JOPLIN, Mo. —
In "The Gardener" by S.A. Bodeen, everyone in the small town of Melby Falls is enamored of TroDyn Industries, the huge company trying to solve the world's environmental problems in its complex of labs.
Everyone except for Mason's mother, who works at the nursing home in town. When Mason snoops into his mother's locked filing cabinet and discovers her hidden TroDyn Industries ID badge, he storms into the nursing home and demands answers.
Instead of answers about his mother's past, Mason discovers that his mother doesn't take care of the elderly as he assumed. She takes care of comatose teenagers. When one of these teenagers, the most beautiful person Mason has ever seen, mysteriously wakes up and demands to be taken away from the nursing home, Mason (who has a bit of a hero complex) is all too willing to oblige.
Thus begins an escape/adventure/quest for answers that unfolds at breakneck speed and takes place over a very short period of time.
Bodeen does a good job of laying out an intriguing and could-almost-be-true premise. There are some interesting concepts that inform the premise as well as issues of climate change and overpopulation. Sometimes these issues are addressed heavy-handedly, but for the characters who are obsessed with them, it's a believable heavy-handedness.
Bodeen's focus with "The Gardener" is more on Mason's journey and the ethical questions raised in the book, so characterizations are naturally light. Mason is believable with believable motivations Ñ we've all met the "knight in shining armor" types.
But secondary characters exist mainly to move the story along.
These characters provide transportation, shelter and answers when the plot needs them to. Even Laila, our damsel in distress, is a flat character.
The lack of character development will probably not matter to readers who are more interested in a lightning-fast plot with some thought-provoking scientific and ethical issues thrown in for thought and discussion.
"The Gardner" is a solid choice for reluctant readers who are looking for a quick adventure. It might also interest teens who like biology, ethical dilemmas or are interested in environmental issues. Avid readers will figure out where the story is going long before Mason does and might be a little frustrated that he isn't a little quicker.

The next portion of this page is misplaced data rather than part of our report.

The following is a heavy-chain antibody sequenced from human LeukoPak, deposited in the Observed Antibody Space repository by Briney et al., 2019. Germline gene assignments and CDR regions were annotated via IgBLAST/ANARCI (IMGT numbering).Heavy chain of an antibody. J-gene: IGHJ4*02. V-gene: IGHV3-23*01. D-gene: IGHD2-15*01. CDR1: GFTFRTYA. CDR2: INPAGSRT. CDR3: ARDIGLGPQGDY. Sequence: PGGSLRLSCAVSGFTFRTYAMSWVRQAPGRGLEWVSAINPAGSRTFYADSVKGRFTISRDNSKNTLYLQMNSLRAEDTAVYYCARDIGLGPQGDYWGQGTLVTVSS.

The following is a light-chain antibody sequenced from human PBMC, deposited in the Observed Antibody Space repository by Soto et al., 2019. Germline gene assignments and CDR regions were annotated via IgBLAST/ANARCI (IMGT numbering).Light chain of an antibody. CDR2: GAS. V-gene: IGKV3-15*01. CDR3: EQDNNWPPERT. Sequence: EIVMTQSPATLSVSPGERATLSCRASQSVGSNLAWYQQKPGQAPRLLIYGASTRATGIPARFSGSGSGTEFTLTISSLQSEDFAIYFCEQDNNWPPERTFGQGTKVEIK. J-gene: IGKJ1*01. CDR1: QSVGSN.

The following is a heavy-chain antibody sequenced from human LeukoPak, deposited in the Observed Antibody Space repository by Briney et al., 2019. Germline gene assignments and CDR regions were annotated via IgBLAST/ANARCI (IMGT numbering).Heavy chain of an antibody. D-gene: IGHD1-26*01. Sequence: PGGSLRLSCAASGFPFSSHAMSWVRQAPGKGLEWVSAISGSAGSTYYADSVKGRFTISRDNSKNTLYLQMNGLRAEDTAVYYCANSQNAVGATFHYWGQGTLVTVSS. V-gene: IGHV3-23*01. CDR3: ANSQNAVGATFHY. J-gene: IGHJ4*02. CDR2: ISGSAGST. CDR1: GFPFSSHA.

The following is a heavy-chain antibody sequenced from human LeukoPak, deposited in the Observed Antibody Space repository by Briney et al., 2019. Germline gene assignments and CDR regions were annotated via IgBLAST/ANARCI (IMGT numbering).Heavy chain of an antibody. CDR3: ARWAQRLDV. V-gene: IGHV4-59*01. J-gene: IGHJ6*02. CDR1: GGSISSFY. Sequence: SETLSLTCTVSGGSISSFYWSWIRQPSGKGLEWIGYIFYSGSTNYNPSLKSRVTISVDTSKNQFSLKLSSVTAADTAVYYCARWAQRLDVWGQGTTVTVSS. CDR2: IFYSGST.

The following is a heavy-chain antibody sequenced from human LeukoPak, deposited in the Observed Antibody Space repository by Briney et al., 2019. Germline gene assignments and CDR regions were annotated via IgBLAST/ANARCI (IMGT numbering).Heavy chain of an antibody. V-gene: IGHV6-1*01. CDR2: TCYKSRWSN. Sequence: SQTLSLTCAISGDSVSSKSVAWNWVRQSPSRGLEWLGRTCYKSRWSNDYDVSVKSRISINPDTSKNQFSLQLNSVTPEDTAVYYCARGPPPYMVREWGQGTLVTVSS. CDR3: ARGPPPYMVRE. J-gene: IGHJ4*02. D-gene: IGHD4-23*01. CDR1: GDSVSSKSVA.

The audiobook version of "The Gardener" is worth a listen Ñ especially for reluctant readers. Its narrator, Luke Daniels, captures Mason's voice very well and does a good job of distinctly voicing each character.
"Don't Sit on the Baby: The Ultimate Guide to Sane, Skilled and Safe Babysitting," by Halley Bondy is an excellent little book about babysitting. It's pretty slim, but it covers the basics very well. It includes what babysitters should expect from children ages 0-10 years, diaper time, bath time and meal time. It also includes sections on building resumes, what salary to expect and how to quit a job.
It's all here. Even safety and life-saving techniques (though those really are better learned in person than from a book).
The conversational style will make this a go-to book for young sitters. Bondy even includes a couple of recipes! Resources are in the back for further training including the Red Cross Babysitter Training Course and some emergency numbers.
"Don't Sit on the Baby" should also be a must-read for parents looking for babysitters since it covers what sitters should expect from parents (and therefore what parents should expect from sitters). I found the discussion of salaries very helpful because that was the most difficult and awkward thing for me as both a babysitter and a parent.
Cari Rerat is teen librarian for the Joplin Public Library.